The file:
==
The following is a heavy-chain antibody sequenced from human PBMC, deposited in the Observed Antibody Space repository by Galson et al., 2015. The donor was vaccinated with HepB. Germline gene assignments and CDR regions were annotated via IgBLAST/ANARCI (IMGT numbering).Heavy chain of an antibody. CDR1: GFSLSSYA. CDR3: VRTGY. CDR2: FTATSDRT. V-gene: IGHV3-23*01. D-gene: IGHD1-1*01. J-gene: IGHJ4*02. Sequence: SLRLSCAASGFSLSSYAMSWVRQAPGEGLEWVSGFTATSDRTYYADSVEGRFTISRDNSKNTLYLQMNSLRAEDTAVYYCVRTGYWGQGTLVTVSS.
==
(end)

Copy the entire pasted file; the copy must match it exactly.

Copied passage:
The following is a heavy-chain antibody sequenced from human PBMC, deposited in the Observed Antibody Space repository by Galson et al., 2015. The donor was vaccinated with HepB. Germline gene assignments and CDR regions were annotated via IgBLAST/ANARCI (IMGT numbering).Heavy chain of an antibody. CDR1: GFSLSSYA. CDR3: VRTGY. CDR2: FTATSDRT. V-gene: IGHV3-23*01. D-gene: IGHD1-1*01. J-gene: IGHJ4*02. Sequence: SLRLSCAASGFSLSSYAMSWVRQAPGEGLEWVSGFTATSDRTYYADSVEGRFTISRDNSKNTLYLQMNSLRAEDTAVYYCVRTGYWGQGTLVTVSS.